Lida Loem, Celia Boyd, and James Wilson founded SHE Investments in 2015, aiming to help women in entrepreneurship through accelerator and incubator training programs to expand their businesses from micro-enterprises or small family businesses to small and medium-sized enterprises (SMEs). The programs focus on understanding the challenges women entrepreneurs encounter and how to respond to them.
SHE Investments also organizes networking events and created a website called “Ngeay Ngeay” to provide information about entrepreneurship. On the website, women entrepreneurs and the public can access information on how to register businesses with the Department of Taxation and the Ministry of Commerce.
The initiatives were launched after the SHE Investments team discovered that 65% of Cambodia’s total number of entrepreneurs are women whose businesses are unofficial and family-based. However, medium and macro-enterprises are mostly owned and led by men. This inspired SHE Investments to try to close the gender disparity in entrepreneurship.
Focus interviewed Lida Loem, co-founder and project manager of SHE Investments, about the mission of the company and the importance of improving micro-enterprise and business registration for women entrepreneurs.
How does SHE Investments support entrepreneurial women?
Currently, SHE Investments provides many programs and training, including our core program centralizing on training through the incubation and accelerator program. For the training program, we have various activities, such as team consultation, field trips, and one-on-one consultation. The company helps them build self confidence in expanding their business, and the website “Ngeay Ngeay” can provide them information related to business registration and model.
We are creating an application called “Kot Tra Riel”, which will be available later this year, allowing them to make a record of incomes and expenses, and the application does not require knowledge in finance. SHE Investments also has networking events, hosted every one or three months, which is a platform for women in entrepreneurship to meet up and broaden their networks.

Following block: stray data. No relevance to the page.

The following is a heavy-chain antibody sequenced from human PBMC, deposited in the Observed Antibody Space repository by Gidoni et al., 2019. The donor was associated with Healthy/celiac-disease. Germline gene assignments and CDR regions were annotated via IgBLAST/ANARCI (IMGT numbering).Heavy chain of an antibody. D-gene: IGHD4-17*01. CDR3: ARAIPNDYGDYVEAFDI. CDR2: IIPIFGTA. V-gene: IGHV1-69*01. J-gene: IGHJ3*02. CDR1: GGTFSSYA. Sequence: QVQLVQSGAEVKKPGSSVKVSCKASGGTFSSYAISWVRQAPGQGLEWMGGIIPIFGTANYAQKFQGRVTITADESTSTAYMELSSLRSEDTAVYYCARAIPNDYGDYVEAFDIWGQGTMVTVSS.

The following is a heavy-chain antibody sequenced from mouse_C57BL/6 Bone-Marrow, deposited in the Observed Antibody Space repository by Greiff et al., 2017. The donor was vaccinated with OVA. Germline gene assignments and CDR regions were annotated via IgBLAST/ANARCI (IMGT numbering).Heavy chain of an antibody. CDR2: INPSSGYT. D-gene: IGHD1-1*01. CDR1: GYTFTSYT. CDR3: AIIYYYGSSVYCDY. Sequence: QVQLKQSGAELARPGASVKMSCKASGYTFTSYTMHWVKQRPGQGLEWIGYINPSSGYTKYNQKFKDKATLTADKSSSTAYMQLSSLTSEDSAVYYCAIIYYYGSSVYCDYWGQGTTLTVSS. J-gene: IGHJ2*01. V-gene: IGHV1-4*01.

Who did you approach when the business idea first came about?
When we had this business idea, my business partners began large-scaled research. First, we wanted to invest in businesses, but the research showed that the problem is not only about finance. The main issue is entrepreneurial women do not understand business strategies to expand into SMEs, and they do not know where to seek consulting in order to understand themselves and their businesses, so we have talked to women in all types of entrepreneurship including tailoring and crafting.
We founded SHE Investments to tackle the issues entrepreneurial women face, providing training courses on business knowledge. In 2016, we started a funding program ($10,000) for entrepreneurial women who can also borrow materials and equipment to expand their business. This year’s funding program will begin soon.
How did SHE Investments deal with finance when the founding plan was certain?
At first, we did not have financial support; we organized a fundraising event, where we raised enough money for a pilot study. After detailed research, we presented the results to our partners, mostly international companies.
What are the difficulties for SHE Investments to reach out to prospects and the public?
It was challenging to find prospects, and we fortunately were able to collaborate with our partners, who work with a variety of associations dealing with entrepreneurial women. We provided a training program as a platform for the company to reach out to prospects. SHE Investments also uses other methods, such as a Facebook page, which now has many likes and shares. Also, we created the SHE Investments Community, which includes all students and alumni, and people in the association recommended more people to join the membership program.
Working with entrepreneurial women was difficult at first, as they are mainly occupied with business and family, so if they enroll in a training, they must completely believe in the program. It was not easy to build trust between the two parties, but we tried everything to provide whatever kind of support they needed. After we gained their trust, business went smoothly.